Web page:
Note that apparently the expert didn't need to mention the words "fata morgana" either, so maybe that's a stupid focus point after all which just sounds like elitism at this point.
I know who here "pretends to tell us about the world" and it's not the journalist.
If this is your metric for how the world is doing, then it's fine.
Of course we know it isn't, but this right here is absolutely not a core issue with it.
I still think it's wrong to conflate the two, at the very least.
Agile gives you principles as to how to envision developing software. Scrum is just one implementation that tries to follow these principles.
I'm not a fan of Scrum, although I can understand why some of its components could be attractive. Velocity for example is interesting, as it's an attempt to empirically measure how "fast" a team can develop, and base estimations on that instead of just throwing a bunch of hours/days as an estimate when in fact it's hard to do that. I still think it doesn't work well to solve this, but to be fair I don't think there's a single method that solves it.
In the end, I think Agile is beneficial (in my experience!) but more importantly that you need to use and tailor a software development methods to your own needs and context, and stop blindly following existing models but instead see them just as what they are: tools.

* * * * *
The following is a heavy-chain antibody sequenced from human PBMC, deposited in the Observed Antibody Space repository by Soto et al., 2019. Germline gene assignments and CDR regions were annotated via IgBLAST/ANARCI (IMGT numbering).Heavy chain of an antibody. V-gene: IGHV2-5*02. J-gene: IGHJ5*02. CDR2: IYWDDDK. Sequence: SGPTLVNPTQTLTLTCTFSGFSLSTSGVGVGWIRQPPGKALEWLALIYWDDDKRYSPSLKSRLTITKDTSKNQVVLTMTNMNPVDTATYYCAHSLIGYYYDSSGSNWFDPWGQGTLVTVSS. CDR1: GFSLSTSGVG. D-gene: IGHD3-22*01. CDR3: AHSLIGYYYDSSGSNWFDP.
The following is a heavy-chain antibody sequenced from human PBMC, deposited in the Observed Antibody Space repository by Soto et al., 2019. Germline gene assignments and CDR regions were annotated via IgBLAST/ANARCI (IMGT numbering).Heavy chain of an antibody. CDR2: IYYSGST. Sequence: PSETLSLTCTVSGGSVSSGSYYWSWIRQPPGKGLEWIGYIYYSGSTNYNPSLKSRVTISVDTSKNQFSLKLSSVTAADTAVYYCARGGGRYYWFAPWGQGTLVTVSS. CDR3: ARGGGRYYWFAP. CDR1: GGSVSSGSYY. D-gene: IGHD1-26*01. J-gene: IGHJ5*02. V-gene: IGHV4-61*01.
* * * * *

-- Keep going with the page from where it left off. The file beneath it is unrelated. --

As another example since you mentioned it: daily standups can be good, or terrible, it depends what you make of these. I've worked in a company where it was basically a "scheduled waste of time", but I moved to a place where we mixed it with basically a "hey good morning" type of coffee break and it worked rather well in a casual way, chatting up what was coming and that's it. And we keep in mind that if some kind of "ritual" becomes useless, then we skip it altogether as soon as we agree there's no value in it.
That last part feels important to me because that's ultimately where a key aspect lie: when you say it's a "micromanagers' dream", I think it just shows that the software development method can always be twisted and hijacked by some people given enough power/representation/influence.
The idea looks interesting, but a couple things of note that make me kinda wary:
- $0.75/min is $45/h and it's awfully cheap for what's ultimately consulting work
- 1 free minute in each call, call ends if no payment source is connected: what about people that would keep getting those one minutes? I know it's not much, but for some problem it might be enough if not to solve it, at least to get input that could lead to resolution.
I still like the idea because I feel strongly about stackoverflow pushing for solving everyone's issue instead of someone's, which often end up solving barely anyone problem as solutions provided are way too generic. The added effect is also that the community has devolved into a hot mess that will close so many questions as dupes even when they're not.